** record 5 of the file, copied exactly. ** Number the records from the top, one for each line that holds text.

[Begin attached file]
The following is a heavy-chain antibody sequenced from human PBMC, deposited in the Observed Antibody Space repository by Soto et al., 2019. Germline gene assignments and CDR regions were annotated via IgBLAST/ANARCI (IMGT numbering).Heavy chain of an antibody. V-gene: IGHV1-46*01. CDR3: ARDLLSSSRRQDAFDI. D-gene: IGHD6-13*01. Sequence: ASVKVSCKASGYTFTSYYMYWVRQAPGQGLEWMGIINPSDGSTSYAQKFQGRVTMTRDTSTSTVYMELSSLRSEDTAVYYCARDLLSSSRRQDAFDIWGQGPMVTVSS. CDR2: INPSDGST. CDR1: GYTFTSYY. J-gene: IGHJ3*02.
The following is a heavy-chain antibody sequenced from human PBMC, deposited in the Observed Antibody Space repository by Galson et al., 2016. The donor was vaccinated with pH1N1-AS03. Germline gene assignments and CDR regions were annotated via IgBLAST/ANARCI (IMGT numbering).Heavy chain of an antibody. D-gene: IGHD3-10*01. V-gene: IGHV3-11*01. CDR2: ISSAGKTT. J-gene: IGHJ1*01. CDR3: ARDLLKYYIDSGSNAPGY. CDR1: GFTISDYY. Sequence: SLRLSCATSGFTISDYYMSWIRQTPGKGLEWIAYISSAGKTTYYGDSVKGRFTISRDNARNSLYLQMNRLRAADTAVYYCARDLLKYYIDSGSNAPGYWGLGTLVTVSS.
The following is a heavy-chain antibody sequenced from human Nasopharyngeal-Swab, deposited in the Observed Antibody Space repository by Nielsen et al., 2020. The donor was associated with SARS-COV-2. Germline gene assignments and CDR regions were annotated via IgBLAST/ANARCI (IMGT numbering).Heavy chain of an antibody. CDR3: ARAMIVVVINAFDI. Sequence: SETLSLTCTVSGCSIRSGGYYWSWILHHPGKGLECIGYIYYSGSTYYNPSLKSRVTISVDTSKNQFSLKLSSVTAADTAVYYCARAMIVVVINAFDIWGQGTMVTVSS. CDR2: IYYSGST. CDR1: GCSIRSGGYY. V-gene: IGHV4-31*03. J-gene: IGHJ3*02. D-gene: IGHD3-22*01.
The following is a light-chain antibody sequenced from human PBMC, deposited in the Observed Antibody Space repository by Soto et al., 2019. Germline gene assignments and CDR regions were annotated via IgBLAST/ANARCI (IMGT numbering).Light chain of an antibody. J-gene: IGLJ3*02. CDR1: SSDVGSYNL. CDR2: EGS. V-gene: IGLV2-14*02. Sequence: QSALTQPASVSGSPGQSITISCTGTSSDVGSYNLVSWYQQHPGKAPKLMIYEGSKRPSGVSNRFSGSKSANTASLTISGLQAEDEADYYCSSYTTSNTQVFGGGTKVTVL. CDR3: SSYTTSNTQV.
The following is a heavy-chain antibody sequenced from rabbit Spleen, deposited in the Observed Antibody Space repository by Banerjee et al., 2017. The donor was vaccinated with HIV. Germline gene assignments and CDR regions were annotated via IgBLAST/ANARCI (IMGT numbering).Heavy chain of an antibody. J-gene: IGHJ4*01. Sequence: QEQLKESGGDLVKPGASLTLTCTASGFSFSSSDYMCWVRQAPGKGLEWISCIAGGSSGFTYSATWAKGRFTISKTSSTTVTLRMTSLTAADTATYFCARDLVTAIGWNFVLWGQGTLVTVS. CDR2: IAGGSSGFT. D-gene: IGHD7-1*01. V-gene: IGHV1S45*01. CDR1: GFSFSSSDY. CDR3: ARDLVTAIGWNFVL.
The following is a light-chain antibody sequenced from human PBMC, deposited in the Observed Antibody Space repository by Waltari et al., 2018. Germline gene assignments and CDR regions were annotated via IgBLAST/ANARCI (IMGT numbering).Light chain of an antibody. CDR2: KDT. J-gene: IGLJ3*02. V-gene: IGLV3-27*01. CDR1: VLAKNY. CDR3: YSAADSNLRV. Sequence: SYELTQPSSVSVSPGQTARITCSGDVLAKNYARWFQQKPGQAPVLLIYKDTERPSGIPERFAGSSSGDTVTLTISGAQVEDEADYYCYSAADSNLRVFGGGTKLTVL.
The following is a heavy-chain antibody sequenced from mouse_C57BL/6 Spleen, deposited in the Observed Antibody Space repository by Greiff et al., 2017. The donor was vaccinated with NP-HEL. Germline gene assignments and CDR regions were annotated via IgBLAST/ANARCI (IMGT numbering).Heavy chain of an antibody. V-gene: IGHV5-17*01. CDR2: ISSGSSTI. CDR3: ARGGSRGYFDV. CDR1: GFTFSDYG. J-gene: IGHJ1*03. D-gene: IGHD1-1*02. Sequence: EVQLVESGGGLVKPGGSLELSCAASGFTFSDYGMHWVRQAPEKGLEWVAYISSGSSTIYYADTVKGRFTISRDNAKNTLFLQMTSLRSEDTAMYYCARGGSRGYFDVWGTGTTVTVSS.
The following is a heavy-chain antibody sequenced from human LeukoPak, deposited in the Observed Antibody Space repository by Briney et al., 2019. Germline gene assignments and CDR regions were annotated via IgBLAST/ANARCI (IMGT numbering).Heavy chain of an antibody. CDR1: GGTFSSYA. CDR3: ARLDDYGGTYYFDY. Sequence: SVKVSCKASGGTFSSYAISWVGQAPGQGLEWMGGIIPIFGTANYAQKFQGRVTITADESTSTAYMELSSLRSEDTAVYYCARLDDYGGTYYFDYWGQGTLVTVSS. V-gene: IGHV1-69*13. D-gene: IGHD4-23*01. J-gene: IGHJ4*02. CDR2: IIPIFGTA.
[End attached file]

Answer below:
The following is a heavy-chain antibody sequenced from rabbit Spleen, deposited in the Observed Antibody Space repository by Banerjee et al., 2017. The donor was vaccinated with HIV. Germline gene assignments and CDR regions were annotated via IgBLAST/ANARCI (IMGT numbering).Heavy chain of an antibody. J-gene: IGHJ4*01. Sequence: QEQLKESGGDLVKPGASLTLTCTASGFSFSSSDYMCWVRQAPGKGLEWISCIAGGSSGFTYSATWAKGRFTISKTSSTTVTLRMTSLTAADTATYFCARDLVTAIGWNFVLWGQGTLVTVS. CDR2: IAGGSSGFT. D-gene: IGHD7-1*01. V-gene: IGHV1S45*01. CDR1: GFSFSSSDY. CDR3: ARDLVTAIGWNFVL.